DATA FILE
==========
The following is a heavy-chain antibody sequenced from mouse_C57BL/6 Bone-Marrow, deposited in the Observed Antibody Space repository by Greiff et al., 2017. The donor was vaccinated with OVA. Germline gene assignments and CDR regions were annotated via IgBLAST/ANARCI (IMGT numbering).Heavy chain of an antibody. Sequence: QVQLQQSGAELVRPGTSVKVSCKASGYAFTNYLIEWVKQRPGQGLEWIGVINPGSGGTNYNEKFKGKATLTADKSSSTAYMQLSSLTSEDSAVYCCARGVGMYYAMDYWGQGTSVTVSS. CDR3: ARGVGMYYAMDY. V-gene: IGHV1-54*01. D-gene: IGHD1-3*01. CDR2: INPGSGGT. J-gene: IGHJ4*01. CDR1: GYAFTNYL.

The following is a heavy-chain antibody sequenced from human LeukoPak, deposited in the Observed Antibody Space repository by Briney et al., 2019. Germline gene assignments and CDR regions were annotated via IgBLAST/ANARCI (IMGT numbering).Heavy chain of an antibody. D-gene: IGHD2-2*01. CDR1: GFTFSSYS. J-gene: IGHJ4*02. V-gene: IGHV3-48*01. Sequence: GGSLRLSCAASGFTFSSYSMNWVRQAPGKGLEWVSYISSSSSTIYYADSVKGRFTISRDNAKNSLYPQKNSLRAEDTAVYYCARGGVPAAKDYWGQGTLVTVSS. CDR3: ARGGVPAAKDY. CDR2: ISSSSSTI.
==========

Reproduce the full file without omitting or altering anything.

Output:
The following is a heavy-chain antibody sequenced from mouse_C57BL/6 Bone-Marrow, deposited in the Observed Antibody Space repository by Greiff et al., 2017. The donor was vaccinated with OVA. Germline gene assignments and CDR regions were annotated via IgBLAST/ANARCI (IMGT numbering).Heavy chain of an antibody. Sequence: QVQLQQSGAELVRPGTSVKVSCKASGYAFTNYLIEWVKQRPGQGLEWIGVINPGSGGTNYNEKFKGKATLTADKSSSTAYMQLSSLTSEDSAVYCCARGVGMYYAMDYWGQGTSVTVSS. CDR3: ARGVGMYYAMDY. V-gene: IGHV1-54*01. D-gene: IGHD1-3*01. CDR2: INPGSGGT. J-gene: IGHJ4*01. CDR1: GYAFTNYL.

The following is a heavy-chain antibody sequenced from human LeukoPak, deposited in the Observed Antibody Space repository by Briney et al., 2019. Germline gene assignments and CDR regions were annotated via IgBLAST/ANARCI (IMGT numbering).Heavy chain of an antibody. D-gene: IGHD2-2*01. CDR1: GFTFSSYS. J-gene: IGHJ4*02. V-gene: IGHV3-48*01. Sequence: GGSLRLSCAASGFTFSSYSMNWVRQAPGKGLEWVSYISSSSSTIYYADSVKGRFTISRDNAKNSLYPQKNSLRAEDTAVYYCARGGVPAAKDYWGQGTLVTVSS. CDR3: ARGGVPAAKDY. CDR2: ISSSSSTI.